Being Able To Say “I don’t know.”
People come to us because we are the experts. We have skills, experience, and perspectives that our clients don’t have. Because of this we are able to help our clients down the healing path.
I love the fact that my clients are willing to trust me with the issues they are facing in their lives. Often times this can be a very humbling experience. Because of this trust I want to do everything I can to help my clients.
It can be a very scary moment when we run in to an issue that we don’t know how to help. We want to be helpful, we don’t want to let our clients down, and we don’t want to look like we aren’t capable (hurting our chances to help them again in the future).
Even with these desires it is very important that we are able to say, “I don’t know.” This does not mean that we have failed our clients. Instead we have served them by not creating a false sense of expectations of what is going to be accomplished and we are keeping them safe be doing work we are not comfortable or qualified to do.
Here are a list of phrases that every practitioner should add to their repertoire:
- I don’t know
- I don’t know, but you should check with…
- I don’t know, but I will do some research on that topic.
Some of these moments where I have admitted that I didn’t know what the best approach should be have been some of the best learning experiences for myself. I have been forced to research new ideas and to reach out to other practitioners I trust for their wisdom and expertise.
Working With People Not Issues
One of the reasons I believe that I am good as a practitioner is because of the experience I can draw on. There are a number of issues that I have worked with for years. Because of this I can often find my way to the root cause of issues faster than I could have even just one year ago. Being able to see patterns can be a very helpful tool but we can’t get so wrapped up in what we believe is going on that we miss what is truly going on.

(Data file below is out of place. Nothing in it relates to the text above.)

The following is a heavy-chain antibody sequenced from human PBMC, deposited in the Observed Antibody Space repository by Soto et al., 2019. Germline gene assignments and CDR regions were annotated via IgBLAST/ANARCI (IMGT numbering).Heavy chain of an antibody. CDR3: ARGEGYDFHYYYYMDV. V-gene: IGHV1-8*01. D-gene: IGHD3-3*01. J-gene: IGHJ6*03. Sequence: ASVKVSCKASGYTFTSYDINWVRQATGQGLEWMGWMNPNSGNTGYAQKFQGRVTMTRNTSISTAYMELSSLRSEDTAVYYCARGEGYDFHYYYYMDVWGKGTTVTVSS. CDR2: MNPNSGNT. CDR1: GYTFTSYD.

When we work with clients we are working with a person with an issue they would like to see transformed, not working with an issue that needs to be fixed. Just because a client is describing an issue you have worked with hundreds of times before doesn’t mean it is the same issue or experience as your other clients. It is important we keep our past experiences in mind, but we can’t loose sight of whom we are working with.
Do No Harm
The modern version of the oath has replaced the phrase “do no harm” with “avoiding those twin traps of overtreatment and therapeutic nihilism”. Personal, I like “do no harm”.
It seems silly that we need to be reminded of something like this, but it is very easy to get very wrapped up in the work we are doing and the issues that are at hand that we forget about consequences of our work beyond this moment.
It is important that we keep our clients full life in mind when working with them, not just our time with them. We need to make sure that we are leaving them in a healthy place at the end of a session to issue they are going to be safe and healthy for the rest of day.
It does us no good to searching for painful past memories if we don’t have the time to work with them. We also need to be sure that we are not leaving our client so exhausted at the end of a session that they are not going to be able to do what they need to do the rest of the day.
When I am working with particularly emotional issues I am continually checking in with my clients to insure they not only have enough energy to continue our work, but also that they are in a place to do what they need to do for the rest of the day.
I think Hippocrates was right in his desire to insure all of those involved in healing we reminding themselves of that they are truly called to do and why they are called to do. We would also do ourselves (and our clients) a great service if we reminded ourselves of the same thing from time to time.
If you have thought our idea that should be part of a practitioners understanding of mission please add it below in the comments.
In part three if the “4 Principles Series” we will look at the most important thing to keep in mind when working with a clients: Becoming the trusted expert.
Note: Gene enjoys helping new practitioners build their practice and current practitioners grown there practice. Let Gene know if you would like to chat about how he could help your practice today. (And yes, the consultation is free)]